drive that contains your images. Select all, right click and drag to the folder.
A menue pops up - chose COPY - as opposed to Move. Never move the originals until you are sure you have them all. Burn a CD right away, as a backup. Then convert all images to TIFF, before any editing or printing.
This will give you an 8 bit TIFF file to work from.
AS for shooting RAW here is some starting adjustments you might try, and make your own as each photo shoot is different.
Color balance - Your eye only here -
but try starting at 5000K and adust from there. Tint set to 0 to start with.
Shadows start with 10 an adust from there. I usually stay between 10 and 5
with a few exceptions.
Brightness I find somewhwere between 60 and 50 looks good for most photos with a few exceptions. Contrast 50 - 40, again with a few exceptions. Sat. about about 15 plus or minus 5 depending on the photo.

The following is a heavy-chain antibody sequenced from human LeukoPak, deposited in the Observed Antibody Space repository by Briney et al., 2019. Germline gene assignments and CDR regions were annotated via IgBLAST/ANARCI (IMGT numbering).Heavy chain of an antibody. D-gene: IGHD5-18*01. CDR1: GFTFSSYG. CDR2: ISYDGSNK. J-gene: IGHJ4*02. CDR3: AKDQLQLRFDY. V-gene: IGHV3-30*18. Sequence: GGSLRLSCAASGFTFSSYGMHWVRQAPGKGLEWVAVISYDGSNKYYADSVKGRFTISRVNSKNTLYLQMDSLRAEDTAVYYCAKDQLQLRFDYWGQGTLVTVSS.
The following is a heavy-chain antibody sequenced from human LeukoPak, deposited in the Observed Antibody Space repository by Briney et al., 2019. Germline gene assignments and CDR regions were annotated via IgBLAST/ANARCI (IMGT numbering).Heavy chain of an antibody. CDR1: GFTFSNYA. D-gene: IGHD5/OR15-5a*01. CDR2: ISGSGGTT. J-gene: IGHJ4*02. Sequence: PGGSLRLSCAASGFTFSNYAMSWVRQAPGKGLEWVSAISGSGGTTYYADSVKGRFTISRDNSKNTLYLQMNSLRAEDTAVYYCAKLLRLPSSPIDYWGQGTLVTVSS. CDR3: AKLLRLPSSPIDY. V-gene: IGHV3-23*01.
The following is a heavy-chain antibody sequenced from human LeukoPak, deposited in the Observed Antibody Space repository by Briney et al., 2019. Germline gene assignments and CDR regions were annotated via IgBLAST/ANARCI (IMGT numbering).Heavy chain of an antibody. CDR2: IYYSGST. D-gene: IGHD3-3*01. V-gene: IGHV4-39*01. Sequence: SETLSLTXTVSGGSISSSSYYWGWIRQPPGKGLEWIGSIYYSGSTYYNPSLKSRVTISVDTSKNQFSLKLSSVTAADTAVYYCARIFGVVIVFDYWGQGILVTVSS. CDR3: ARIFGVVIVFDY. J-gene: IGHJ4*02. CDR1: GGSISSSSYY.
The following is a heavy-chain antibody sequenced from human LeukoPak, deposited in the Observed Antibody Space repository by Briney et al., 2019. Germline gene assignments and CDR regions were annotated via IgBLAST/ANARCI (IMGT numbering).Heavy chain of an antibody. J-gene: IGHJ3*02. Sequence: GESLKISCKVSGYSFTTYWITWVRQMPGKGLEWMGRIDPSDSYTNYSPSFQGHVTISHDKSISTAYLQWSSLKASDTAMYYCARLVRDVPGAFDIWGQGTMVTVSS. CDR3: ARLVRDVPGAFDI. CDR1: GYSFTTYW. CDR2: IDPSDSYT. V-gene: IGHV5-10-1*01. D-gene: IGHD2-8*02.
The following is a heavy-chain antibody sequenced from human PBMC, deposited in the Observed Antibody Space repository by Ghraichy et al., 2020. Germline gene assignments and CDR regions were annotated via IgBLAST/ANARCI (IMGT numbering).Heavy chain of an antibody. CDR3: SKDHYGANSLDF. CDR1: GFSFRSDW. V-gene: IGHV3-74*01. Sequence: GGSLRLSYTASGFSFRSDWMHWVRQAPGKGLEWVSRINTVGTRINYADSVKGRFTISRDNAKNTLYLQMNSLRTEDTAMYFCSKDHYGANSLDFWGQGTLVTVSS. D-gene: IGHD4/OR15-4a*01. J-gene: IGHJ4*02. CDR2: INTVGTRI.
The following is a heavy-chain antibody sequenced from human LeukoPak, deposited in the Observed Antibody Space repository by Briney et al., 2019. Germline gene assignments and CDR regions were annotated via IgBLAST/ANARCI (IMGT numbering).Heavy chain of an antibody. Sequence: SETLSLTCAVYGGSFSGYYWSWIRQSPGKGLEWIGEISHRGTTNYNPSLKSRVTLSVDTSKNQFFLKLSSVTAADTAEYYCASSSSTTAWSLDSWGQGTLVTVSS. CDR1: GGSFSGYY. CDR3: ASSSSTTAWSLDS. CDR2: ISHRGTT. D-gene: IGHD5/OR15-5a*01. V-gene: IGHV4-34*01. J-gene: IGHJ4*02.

I also use the unsharp mask in Photoshop, as well as Curves, and Hue & Sat, for fine tuning my Images after using the Raw processor.
Hope this helps some.
Have a Great Photo Adventure:)

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5/22/2005 10:06:02 AM

Fool Stop   Hi Michelle,

If you are the kind of adventurous people, and willing to start from basic, I highly recommend you to read the book written by Bruce Fraser named Real World Camera Raw with Adobe, it is not expensive at all.

After I read this book, I have a much better understanding of what is going under the hood of RAW. By knowing this, you will get the direction of how to take the advantage of shoot RAW. Not only the advantage in post processing but also take it into consideration when you shoot.